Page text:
Need to get a high score on your TOEFL test? Confused about the Integrated Writing assignment? I'll give you my tips and strategies to succeed in this section of the TOEFL iBT. I will first explain the structure of this writing task. You will then learn how to approach the reading and listening sections, how to take notes, and finally, how to write a summary that will get you a high score. Practice this method as much as you can before writing your TOEFL exam and you WILL succeed.
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Hi. Welcome back to www.engvid.com. I'm Adam. Today's lesson is for those of you who will be taking the TOEFL test. And, as usual, when I do a lesson about the English tests, I will speak at a more natural pace, a little bit faster than usual. If you're a beginner, don't worry, you can still listen and still practice your listening skills, and get some vocabulary from the lesson. But it will be a little bit faster, perhaps a little bit more difficult. Let's begin.
So, we're looking at the TOEFL task 1, the writing section. This is the integrated task. I'll put it this way. Now, what does that mean by "integrated"? It means they're giving you... Giving you a reading section, they're giving you a listening section, and they're wanting you to write. So you're practicing three skills in one task. Okay? Not easy, but not that difficult if you practice it. So I'm going to give you four tips on how to approach this section of the test.
Now, for those of you who have done the practice test, or have taken an actual TOEFL test, or are preparing for one, you know that what will happen is you will be given a reading section-okay?-you will be given three minutes to read it and prepare whatever notes you need, then... This will be on the computer screen. Then it will disappear, then you will hear a lecture that is related somehow to what you read. That will go on for about a minute or two, and then it will stop. Then, you will be given the question. Basically, the question is going to tell you how to relate the listening to the reading. Okay? It is crucial that you take notes, both for the reading and the listening. You can't try to keep all of this in your head. It will not help you when you... When you have to start writing. You will have 20 minutes to write. You should aim for about 200 words, let's say. That should be enough to convey all of the information that they're asking. What you have to remember is right away, they're...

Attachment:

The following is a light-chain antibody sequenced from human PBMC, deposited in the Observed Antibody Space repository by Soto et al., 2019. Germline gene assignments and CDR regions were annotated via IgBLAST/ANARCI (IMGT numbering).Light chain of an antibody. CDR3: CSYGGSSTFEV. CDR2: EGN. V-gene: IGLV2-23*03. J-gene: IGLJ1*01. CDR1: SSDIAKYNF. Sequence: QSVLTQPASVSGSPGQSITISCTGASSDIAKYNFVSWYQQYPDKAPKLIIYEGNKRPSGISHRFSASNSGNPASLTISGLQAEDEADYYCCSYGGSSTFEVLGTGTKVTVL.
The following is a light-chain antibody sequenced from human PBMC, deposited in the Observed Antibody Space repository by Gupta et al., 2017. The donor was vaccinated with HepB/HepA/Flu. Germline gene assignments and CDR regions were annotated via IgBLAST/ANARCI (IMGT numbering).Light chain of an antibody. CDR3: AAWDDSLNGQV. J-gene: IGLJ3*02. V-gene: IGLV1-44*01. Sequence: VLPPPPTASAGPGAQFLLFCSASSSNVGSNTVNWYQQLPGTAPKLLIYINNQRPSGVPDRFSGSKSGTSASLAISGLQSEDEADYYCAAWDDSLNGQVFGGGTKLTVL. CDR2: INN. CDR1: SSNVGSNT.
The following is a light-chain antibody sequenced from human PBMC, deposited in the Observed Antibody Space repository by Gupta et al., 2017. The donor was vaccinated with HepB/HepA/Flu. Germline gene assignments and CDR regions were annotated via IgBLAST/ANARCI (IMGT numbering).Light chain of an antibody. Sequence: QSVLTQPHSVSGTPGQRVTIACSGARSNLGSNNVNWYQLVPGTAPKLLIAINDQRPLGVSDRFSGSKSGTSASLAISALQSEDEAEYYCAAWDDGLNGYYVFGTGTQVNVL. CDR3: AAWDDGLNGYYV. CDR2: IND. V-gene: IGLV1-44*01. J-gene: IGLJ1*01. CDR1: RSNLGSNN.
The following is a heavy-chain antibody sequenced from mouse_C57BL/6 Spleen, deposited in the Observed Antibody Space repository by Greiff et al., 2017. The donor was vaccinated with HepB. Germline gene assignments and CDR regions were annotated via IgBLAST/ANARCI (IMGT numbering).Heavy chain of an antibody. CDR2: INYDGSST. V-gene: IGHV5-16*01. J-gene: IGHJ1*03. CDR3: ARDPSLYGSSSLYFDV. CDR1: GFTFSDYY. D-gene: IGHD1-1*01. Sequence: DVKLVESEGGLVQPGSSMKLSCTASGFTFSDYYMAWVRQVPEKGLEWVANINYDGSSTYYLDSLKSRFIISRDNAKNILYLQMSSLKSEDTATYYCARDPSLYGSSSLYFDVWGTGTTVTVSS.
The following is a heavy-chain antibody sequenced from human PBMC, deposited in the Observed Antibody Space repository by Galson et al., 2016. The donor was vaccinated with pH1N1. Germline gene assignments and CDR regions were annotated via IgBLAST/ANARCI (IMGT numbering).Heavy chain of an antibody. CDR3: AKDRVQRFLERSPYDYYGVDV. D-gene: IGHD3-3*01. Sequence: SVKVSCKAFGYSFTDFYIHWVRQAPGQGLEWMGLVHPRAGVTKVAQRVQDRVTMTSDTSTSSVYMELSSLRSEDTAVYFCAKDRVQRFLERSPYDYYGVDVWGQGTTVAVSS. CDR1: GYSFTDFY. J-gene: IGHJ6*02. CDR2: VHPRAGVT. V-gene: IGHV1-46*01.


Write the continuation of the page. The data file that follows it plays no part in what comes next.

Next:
You're going to have to do one of two things. You're either going to have to counter. You have to show how the listening, the lecture counters or goes against what was written in the passage, or how the listening supports what was written in the passage. Okay? It's going to be one of those two things. So, as soon as the listening starts, you have to understand right away: Are you going to be countering? Are you going to be supporting? You don't need to wait for the question. It should be very obvious to you, as soon as the lecturer starts to give the lecture: What is he doing, or what is she doing? Is she going against the reading, or is she giving support to the reading? Or is she giving information that draws on information from here that they work together? So counter or support, identify it right away, and then you know how to set up your notes.
So, here, I showed you a very basic way of taking your notes. Take out with the reading first, obviously, you're going to have three minutes. Skim the reading. What does that mean? It means look through it pretty quickly. Don't read every word; you don't need to. Although the reading disappears from the screen, it does come back. When the listening is finished and they give you your question and the timer starts, the reading comes back. If you need to go back and get some more information, you can do that. It's there. So, of course, that means you have to concentrate very hard on the listening. You only hear it once, it doesn't come back. If you didn't get any information, you're out of luck.
So, set up your notes like this. Put your reading here. Make sure you get your first point with the example, your second point with the example, your third point with the example. Okay? Once this is set up, the listening becomes easier, because now you're just going to be matching points. So this point, what was said for that point? What was said for this point is going to be said here. What was said for this point is going to be said here. Usually, there will be no more than three. Sometimes it'll just be two. Rarely will you have four, but usually three is the right number. So, look for three points here with their examples, look for... Listen for the three points here that basically correspond.